Thursday, March 7, 2013
Although 2-hydroxyglutarate is a known marker for various cancers, including leukemia,1,2
the metabolite's role in the disease remained unclear. Now, U.S. researchers
have shown that the compound itself can drive leukemic transformation and that
blocking its overproduction with a small molecule from Agios Pharmaceuticals Inc. reversed the effect.3
New research directions
The data reported in the paper open up
new therapeutic avenues for IDH1-mutant cancers, such as targeting the
transformation phenomenon, direct inhibition of 2-HG itself or going after the
metabolite's downstream targets.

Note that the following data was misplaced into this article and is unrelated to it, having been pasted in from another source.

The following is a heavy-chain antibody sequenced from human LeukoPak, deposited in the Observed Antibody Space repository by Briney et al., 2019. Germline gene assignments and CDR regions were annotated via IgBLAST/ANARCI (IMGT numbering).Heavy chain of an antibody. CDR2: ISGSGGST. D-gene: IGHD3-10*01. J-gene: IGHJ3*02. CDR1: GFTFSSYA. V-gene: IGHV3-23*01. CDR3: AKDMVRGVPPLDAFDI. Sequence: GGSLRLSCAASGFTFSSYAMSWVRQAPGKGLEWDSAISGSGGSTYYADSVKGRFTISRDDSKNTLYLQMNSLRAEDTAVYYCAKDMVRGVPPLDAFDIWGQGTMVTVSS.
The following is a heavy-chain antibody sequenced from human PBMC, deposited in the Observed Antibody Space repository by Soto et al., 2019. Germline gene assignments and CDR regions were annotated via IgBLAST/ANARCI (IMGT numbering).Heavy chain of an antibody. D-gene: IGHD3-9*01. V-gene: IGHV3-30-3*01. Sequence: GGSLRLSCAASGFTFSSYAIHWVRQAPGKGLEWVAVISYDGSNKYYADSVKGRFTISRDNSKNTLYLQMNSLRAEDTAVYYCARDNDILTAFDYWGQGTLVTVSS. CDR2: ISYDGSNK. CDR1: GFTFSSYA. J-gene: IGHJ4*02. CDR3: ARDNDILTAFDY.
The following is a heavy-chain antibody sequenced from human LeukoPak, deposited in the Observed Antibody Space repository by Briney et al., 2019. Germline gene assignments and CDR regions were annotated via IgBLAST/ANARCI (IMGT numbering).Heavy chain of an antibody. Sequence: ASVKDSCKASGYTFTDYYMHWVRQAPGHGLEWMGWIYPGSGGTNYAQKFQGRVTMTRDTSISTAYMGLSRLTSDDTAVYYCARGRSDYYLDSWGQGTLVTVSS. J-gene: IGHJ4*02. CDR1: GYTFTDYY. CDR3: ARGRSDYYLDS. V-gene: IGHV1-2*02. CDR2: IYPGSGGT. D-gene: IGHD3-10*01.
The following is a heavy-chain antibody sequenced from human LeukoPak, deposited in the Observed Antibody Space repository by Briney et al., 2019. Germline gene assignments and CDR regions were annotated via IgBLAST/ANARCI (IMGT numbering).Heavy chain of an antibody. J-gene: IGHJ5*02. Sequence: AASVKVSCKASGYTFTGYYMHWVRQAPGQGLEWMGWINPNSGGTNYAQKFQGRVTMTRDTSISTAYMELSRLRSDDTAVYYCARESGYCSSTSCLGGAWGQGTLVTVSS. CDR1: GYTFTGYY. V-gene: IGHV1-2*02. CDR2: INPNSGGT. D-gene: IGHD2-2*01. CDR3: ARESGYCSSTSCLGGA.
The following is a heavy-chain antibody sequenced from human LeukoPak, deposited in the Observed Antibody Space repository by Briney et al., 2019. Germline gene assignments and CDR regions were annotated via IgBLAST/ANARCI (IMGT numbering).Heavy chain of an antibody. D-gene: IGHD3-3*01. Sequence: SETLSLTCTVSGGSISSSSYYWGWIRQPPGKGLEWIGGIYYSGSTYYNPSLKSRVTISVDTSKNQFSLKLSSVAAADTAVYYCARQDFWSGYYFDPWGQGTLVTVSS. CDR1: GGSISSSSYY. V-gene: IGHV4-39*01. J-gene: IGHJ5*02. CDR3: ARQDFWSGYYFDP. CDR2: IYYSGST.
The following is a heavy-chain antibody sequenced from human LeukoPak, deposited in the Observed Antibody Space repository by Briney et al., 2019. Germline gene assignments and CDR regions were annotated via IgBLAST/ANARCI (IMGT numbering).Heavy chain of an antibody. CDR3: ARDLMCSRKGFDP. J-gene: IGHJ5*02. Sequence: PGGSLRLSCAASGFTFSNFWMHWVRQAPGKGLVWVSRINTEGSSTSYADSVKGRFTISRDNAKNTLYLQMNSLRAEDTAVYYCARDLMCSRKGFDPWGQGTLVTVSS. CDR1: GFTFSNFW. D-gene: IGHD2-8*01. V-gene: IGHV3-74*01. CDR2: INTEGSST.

Lou, K.-J. SciBX 6(9); doi:10.1038/scibx.2013.205 Published online March
1. Gross, S. et al. J.
Exp. Med. 207, 339-344 (2010)
2. Ward, P.S. et al.
Cancer Cell 17, 225-234 (2010)
3. Losman, J.-A. et al.
Science; published online Feb. 7, 2013; doi:10.1126/science.1231677 Contact:
William Kaelin Jr., Dana-Farber Cancer Institute, Boston, Mass. e-mail: firstname.lastname@example.org
4. Dang, L. et al.
Nature 462, 739-744 (2009)
5. Lou, K.-J. SciBX
6. Ward, M. BioCentury
18(18), A7; April 19, 2010
AND INSTITUTIONS MENTIONED
Agios Pharmaceuticals Inc., Cambridge, Mass.
Celgene Corp. (NASDAQ:CELG), Summit, N.J.
Dana-Farber Cancer Institute, Boston, Mass.
Howard Hughes Medical Institute, Chevy Chase, Md.
Memorial Sloan-Kettering Cancer Center, New York, N.Y.